Stars: Morjana Alaoui, Mel Raido, Craig Conway, Patrick Toomey, Stephanie Thomas, Natalie Louise Garcia | Written by Craig Conway, Shaun Robert Smith | Directed by Shaun Robert Smith
Evie (Morjana Alaoui) has started a new life England, to escape her past. She finds herself caring for John (Mel Raido), a former rock star and tetraplegic. When he’s not making her life a complete misery with his insults, he’s still his usual drinking, drug taking partying self. He even gets regular “treatment” from his former nurse – Molly (Stephanie Thomas) from time to time. What is already a complicated situation becomes even worse for Evie when John’s scumbag friend Dougie (Craig Conway), tries to assault her. With all of this going on and all the built up stress, not to mention the lack of support she receives from the agency that hired her, Evie’s past is seemingly coming back to haunt her causing her to have visions and flashbacks. If her situation doesn’t improve soon, she could do something drastic and that would be a shame because John has one of his “Failed Suicide Attempt” parties to host!
Well, what a surprise this film was! Although being something of a hit at 2016′s FrightFest, I had not even heard of this one, let alone knew what it was about. I’m a firm believer of going in to films blind if you can and I’m glad I did here…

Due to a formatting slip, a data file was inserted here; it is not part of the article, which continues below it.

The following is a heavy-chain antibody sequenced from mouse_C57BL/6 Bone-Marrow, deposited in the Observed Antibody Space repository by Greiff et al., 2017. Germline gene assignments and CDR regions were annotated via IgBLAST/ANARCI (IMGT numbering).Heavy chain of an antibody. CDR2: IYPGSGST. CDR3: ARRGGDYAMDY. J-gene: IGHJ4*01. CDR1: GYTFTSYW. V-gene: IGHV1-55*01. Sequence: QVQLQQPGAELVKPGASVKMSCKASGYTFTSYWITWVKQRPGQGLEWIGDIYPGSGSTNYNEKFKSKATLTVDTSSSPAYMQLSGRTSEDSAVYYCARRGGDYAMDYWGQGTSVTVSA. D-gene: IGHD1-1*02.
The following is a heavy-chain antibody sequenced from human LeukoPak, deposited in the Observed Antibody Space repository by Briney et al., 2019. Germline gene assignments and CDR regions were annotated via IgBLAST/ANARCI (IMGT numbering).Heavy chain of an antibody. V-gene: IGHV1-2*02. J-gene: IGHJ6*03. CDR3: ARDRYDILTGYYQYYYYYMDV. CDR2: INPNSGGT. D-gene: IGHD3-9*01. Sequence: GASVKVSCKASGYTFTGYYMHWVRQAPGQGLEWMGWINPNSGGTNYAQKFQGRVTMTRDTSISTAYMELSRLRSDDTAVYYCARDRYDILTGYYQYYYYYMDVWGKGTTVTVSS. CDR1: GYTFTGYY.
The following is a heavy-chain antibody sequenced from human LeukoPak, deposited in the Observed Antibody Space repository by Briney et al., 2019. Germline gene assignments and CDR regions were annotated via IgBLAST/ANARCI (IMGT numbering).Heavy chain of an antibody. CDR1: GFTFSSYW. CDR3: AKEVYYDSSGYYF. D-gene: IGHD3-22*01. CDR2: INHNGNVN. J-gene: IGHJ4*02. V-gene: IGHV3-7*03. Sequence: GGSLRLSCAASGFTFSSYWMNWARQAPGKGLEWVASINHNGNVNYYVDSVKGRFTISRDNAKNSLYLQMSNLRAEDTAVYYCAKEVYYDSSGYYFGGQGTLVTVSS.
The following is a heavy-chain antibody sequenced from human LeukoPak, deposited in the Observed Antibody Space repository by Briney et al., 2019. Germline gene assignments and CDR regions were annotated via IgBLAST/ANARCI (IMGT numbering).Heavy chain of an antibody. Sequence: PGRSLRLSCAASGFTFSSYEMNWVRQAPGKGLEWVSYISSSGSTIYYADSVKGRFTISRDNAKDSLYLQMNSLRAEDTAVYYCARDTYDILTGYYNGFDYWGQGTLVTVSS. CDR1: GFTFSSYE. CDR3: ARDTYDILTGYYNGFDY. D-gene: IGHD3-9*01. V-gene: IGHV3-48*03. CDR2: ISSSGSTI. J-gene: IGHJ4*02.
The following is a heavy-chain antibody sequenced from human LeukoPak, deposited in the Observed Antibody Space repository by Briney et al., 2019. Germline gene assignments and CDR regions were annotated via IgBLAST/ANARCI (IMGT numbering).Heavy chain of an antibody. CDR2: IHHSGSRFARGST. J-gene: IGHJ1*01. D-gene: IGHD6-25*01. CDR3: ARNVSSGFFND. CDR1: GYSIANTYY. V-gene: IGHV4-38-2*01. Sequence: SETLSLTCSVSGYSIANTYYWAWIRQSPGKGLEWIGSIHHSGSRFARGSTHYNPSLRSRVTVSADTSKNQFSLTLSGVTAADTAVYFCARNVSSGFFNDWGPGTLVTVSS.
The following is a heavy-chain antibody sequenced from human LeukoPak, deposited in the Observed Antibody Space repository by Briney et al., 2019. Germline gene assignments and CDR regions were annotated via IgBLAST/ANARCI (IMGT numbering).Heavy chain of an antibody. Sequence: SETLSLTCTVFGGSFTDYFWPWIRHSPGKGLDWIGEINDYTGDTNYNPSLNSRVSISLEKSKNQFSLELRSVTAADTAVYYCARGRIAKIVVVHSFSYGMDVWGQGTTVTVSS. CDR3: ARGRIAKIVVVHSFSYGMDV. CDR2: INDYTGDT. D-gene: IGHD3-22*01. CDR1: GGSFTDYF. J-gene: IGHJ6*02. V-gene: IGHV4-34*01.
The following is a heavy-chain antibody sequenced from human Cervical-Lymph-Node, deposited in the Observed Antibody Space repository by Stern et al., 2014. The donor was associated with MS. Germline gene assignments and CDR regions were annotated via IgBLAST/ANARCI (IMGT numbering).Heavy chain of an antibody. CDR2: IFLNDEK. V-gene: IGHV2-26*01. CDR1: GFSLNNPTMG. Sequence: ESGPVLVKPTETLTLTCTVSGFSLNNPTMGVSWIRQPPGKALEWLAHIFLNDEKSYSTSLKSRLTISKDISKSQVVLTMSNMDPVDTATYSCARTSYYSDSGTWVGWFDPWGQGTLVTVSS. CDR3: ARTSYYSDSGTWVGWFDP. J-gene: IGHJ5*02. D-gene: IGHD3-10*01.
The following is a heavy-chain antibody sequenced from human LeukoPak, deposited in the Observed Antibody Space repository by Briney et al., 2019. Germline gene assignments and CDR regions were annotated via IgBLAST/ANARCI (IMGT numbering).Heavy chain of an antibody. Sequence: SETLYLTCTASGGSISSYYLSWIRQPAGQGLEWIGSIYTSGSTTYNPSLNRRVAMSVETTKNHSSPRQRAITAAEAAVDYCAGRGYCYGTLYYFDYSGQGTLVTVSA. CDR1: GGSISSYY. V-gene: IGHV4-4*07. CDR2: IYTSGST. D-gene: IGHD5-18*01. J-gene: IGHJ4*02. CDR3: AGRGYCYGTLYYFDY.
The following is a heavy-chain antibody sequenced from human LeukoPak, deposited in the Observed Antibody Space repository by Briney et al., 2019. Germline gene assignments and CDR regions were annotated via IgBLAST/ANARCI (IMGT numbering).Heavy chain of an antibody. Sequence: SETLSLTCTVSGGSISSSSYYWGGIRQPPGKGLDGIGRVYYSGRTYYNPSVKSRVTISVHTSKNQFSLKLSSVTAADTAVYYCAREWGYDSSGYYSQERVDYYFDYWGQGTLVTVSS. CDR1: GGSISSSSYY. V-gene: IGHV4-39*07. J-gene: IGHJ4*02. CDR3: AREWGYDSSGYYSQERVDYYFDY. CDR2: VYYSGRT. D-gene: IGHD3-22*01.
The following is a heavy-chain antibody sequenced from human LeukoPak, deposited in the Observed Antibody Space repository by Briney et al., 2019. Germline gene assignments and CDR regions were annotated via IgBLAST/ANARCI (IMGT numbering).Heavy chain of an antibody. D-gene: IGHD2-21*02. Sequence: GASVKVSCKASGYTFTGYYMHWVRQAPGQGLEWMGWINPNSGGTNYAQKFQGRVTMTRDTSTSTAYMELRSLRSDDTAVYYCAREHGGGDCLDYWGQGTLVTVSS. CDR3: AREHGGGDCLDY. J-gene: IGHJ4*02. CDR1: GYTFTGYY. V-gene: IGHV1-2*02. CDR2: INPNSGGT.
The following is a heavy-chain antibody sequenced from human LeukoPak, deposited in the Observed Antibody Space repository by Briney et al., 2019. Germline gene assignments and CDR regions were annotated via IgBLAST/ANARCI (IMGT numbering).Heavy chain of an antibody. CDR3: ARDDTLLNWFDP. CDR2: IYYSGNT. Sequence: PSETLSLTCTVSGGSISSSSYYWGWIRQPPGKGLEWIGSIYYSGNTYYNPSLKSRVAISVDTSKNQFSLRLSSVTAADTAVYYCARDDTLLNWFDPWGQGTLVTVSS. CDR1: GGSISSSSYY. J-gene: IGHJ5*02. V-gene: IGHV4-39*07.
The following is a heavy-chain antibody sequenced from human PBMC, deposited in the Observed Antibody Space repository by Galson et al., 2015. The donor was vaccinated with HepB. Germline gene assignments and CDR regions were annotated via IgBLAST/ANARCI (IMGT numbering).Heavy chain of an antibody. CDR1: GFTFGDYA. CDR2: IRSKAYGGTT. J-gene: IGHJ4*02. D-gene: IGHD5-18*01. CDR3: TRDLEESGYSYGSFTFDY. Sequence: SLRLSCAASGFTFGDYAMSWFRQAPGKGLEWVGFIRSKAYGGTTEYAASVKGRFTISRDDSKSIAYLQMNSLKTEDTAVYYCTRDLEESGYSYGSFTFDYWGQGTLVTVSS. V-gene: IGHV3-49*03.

To say Broken is a slow-burner is an understatement. Some may find it too slow, but I thought the story progressed brilliantly. Told within the space of a week, it starts out like your typical drama showing the strain that can occur when caring for someone with a disability. There’s a real sense of authenticity here with the situation which is thanks to both Shaun Robert Smith’s and Morjana Alaoui’s direct experience at being a carer. Not only that, but as part of his research for the role of John, Mel Raido spent time working with “The Back-Up Trust” – a charity aimed at helping those suffering from spinal injuries in gaining and maintaining independence.
As horrible as John treats Evie sometimes, you do sympathise with his situation, even if it was brought on by himself. I couldn’t even begin to put myself mentally in the position of carer or patient, but Broken clearly steers away from clichés one would come to expect from films such as this. It was fascinating to see both John’s and Evie’s characters developing, especially the latter. You feel the claustrophobia and tension all the way through to the end. Speaking of which, the ending was fantastic, but I wouldn’t dream of spoiling it for you.
For a film that was shot in essentially one location in 17 days on a budget of around £100,000, Broken is a triumph. Not only that, but this is Shaun Robert Smith’s feature-length debut – a VERY promising career awaits him, I’m sure. From the brilliant sound design, to the claustrophobic sets and cinematography, there’s plenty of uncomfortable and tense moments. We Brits are the masters of gritty dramas and thrillers and although there are some horror elements here and there, Broken fits in perfectly with some of the best in recent years.
Broken is out now on DVD and Digital HD.